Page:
The Biden administration, driven by the ideological designs of Chair Lina Khan at the Federal Trade Commission (FTC) and Jonathan Kanter at the Department of Justice (DOJ), seems intent on rewriting the playbook on antitrust law. Their target? America’s tech businesses. But the implications of their maneuvers ripple far beyond Silicon Valley, echoing into the living rooms of everyday Americans, their wallets and their lifestyles.
At the heart of Kanter’s antitrust crusade is the DOJ’s ongoing trial against Google. In this case, Google’s alleged crime is being too popular and successful among consumers. But what the DOJ doesn’t understand is that Americans choose to use Google search because it is the best. In fact, the top search on Bing is Google.
So in its case, the DOJ isn’t pursuing the interests of consumers, as we seem pretty content with the search marketplace. American antitrust law, however, is focused on demonstrable consumer harm. This leads us to the underlying question: why is our DOJ wasting taxpayer money on this frivolous lawsuit?
It doesn’t stop with the DOJ, however. Amazon, another American success story, finds itself in the crosshairs of Biden’s FTC. The retail business’ meteoric rise to dominance isn’t an accident but rather a testament to its commitment to affordability, convenience and customer satisfaction. The days of flipping through catalogs, long check-out lines and struggling to find needed or desired products are fading memories. With a few clicks, our needs are met at our doorsteps. In essence, Amazon has revolutionized consumer convenience. Instead of celebrating this success story for American consumers and the marketplace, the Biden administration sees it as a problem.
Through these two cases and political attacks on American tech companies, Biden’s administration seeks to overhaul antitrust enforcement for American business as a whole, reimagining the government’s role not as a guardian of consumer welfare but as an overzealous arbiter of market “fairness”.
And who defines this fairness? Enter FTC Chair Lina Khan. Her claim to fame? A law review article that admonished Amazon for having low prices. Now, Khan is wielding the gavel of regulatory authority, keen on applying her “fairness” doctrine across all industries.
This is a multi-pronged assault on Americans’ individual power and influence over companies in the market. Khan is cracking down on mergers, reducing corporate agility and potentially leading to higher prices. There seems to be a perception that success in business is almost sinful, weaponizing the regulatory apparatus against the likes of Twitter, Meta and anyone else that doesn’t bend to the ire of regulators. It’s an alarming departure from American free-market principles. Instead of championing success, the Biden administration seems keen on penalizing it.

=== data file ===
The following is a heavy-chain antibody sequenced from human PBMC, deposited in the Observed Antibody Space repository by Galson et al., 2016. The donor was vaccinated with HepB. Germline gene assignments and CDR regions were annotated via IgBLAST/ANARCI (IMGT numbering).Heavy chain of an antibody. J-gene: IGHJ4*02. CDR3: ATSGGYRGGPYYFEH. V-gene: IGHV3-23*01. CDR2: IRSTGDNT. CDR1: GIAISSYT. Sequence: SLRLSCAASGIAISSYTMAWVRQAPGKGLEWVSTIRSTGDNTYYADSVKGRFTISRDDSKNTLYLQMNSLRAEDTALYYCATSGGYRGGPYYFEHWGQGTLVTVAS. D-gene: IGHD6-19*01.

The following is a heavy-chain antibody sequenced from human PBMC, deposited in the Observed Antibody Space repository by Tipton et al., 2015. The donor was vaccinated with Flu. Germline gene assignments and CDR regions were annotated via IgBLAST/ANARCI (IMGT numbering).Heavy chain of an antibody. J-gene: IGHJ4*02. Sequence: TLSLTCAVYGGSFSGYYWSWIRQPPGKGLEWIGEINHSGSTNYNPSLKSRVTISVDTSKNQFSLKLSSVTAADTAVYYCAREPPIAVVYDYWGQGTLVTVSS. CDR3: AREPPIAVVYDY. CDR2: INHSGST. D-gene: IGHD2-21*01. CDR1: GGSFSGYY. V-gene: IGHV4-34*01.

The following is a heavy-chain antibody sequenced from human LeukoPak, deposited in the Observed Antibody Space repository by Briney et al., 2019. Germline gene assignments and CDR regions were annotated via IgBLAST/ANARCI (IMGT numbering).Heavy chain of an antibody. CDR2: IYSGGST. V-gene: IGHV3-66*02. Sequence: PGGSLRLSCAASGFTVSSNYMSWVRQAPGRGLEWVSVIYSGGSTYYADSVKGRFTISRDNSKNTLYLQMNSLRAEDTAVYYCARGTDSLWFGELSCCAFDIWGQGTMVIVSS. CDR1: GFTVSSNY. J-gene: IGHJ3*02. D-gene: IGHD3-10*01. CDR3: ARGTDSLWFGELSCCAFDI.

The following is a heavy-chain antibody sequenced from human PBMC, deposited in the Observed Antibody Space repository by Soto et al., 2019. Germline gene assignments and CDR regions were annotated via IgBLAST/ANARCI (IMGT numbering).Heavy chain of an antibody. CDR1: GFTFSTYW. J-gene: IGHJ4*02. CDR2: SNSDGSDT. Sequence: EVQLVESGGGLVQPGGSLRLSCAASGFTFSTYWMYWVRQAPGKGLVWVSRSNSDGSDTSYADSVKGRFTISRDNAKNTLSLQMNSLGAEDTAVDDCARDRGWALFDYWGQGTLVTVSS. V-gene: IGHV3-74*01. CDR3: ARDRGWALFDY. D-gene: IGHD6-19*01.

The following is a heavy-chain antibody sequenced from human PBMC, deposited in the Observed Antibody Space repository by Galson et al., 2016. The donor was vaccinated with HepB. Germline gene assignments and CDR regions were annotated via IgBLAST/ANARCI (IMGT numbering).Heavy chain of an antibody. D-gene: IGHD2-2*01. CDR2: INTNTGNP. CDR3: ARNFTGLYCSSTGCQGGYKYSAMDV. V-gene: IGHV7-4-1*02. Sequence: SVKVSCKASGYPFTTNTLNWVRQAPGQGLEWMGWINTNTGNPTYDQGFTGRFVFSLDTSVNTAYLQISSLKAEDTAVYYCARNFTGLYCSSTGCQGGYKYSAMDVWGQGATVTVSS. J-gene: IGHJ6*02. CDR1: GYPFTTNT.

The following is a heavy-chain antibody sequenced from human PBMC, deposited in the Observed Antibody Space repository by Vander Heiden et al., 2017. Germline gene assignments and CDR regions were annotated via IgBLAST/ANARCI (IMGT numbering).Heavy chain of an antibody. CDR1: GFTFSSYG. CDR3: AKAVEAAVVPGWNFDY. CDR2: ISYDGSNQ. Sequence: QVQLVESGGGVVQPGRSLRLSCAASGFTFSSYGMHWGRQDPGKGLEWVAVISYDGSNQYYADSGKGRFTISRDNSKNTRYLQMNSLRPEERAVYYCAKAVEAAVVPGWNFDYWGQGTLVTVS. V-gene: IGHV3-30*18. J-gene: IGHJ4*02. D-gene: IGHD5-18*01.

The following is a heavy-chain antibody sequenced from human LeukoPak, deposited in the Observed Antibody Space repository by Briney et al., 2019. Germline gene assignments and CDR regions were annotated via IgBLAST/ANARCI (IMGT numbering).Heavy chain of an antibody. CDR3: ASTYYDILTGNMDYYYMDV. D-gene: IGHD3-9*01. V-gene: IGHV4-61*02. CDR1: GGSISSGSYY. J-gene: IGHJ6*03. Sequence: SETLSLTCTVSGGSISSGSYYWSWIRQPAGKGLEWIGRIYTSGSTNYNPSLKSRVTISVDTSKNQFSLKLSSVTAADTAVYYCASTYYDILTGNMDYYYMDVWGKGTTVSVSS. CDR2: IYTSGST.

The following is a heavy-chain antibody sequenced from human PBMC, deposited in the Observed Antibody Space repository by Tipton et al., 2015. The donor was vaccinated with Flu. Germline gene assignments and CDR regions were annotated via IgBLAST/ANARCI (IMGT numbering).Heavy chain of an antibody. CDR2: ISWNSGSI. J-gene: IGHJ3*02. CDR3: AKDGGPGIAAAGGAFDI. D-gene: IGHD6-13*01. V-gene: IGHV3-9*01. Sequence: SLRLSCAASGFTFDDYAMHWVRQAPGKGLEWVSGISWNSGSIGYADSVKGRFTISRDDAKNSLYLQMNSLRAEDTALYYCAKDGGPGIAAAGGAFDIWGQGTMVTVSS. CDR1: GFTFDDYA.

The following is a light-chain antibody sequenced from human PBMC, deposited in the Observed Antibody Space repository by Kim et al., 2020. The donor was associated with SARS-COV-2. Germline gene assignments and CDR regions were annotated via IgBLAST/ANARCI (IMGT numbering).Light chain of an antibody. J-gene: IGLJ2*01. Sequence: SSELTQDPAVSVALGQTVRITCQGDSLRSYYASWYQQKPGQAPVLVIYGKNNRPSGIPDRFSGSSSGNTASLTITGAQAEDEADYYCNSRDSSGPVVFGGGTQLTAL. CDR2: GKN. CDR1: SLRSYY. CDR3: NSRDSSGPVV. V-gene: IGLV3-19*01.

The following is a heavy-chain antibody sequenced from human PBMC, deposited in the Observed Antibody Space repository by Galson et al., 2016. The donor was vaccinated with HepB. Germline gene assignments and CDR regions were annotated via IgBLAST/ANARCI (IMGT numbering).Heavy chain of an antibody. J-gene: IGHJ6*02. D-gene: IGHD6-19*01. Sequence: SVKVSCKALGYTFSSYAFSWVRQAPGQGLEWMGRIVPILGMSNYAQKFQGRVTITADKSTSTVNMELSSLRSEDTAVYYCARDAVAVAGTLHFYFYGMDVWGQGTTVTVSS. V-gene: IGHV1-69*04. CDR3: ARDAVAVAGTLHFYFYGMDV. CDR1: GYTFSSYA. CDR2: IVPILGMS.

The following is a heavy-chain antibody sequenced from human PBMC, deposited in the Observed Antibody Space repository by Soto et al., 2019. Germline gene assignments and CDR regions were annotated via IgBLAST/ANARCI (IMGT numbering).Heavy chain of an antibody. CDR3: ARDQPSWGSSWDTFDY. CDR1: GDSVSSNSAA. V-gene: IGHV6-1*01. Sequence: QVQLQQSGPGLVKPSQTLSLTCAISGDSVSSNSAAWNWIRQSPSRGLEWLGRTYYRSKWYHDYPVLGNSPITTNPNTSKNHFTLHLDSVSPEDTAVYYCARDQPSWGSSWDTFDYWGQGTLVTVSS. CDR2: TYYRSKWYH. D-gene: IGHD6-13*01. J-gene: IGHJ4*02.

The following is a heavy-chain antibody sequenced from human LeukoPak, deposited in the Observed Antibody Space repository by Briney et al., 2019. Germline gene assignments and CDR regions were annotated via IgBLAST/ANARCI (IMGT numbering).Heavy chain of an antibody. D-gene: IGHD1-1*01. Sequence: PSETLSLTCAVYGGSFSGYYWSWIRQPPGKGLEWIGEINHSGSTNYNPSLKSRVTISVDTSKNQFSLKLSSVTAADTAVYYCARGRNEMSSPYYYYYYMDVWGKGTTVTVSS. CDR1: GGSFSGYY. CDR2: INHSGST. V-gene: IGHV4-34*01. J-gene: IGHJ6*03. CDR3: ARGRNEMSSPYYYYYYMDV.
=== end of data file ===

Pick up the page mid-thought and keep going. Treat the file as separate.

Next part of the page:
From this, a glaring disconnect is evident. While Khan may believe Amazon is the sole shopping behemoth, most Americans have an abundance of choices. We float between Amazon, Walmart, Target and more, driven by deals, convenience or brand loyalty. Yet, to some in this administration, this abundance is the very problem. Their viewpoint is that Americans are suffering from too much choice. This in essence unveils the true agenda – a belief that a few, unelected regulators can micromanage the American economy, placing ideology over consumer benefit.
Consider the Illumina-Grail merger. Historically, such a merger would have breezed through the regulatory approval process. Under Biden’s enforcers, it was challenged. While the FTC eventually lost and the merger was allowed to proceed, the chilling effect was evident: the CEO exited. The message was loud and clear from regulators: more business is bad, and you will face retribution even if your actions are legal and indeed pro-consumer.
This new approach to antitrust isn’t about protection; it’s about control. And it doesn’t seem to prioritize consumers or American values. Instead, it appears like a troubling turn down the road to economic authoritarianism. Successful companies should not live in fear of retribution but should be celebrated for their contributions to American innovation and consumer welfare.
The outcomes of the lawsuits against Google and Amazon remain to be seen. But even if they fall through, the administration’s intent has unfortunately sent a message to businesses of all sizes that success, innovation and quality are secondary to a nebulous notion of “fairness.” And if this trend continues unchecked, it’s not just tech companies that will suffer; every business will feel the pain, and every American who’s enjoyed the fruits of their labor will, too.
Carl Szabo is the vice president and general counsel of NetChoice and a professor of internet law at George Mason University’s Antonin Scalia Law School.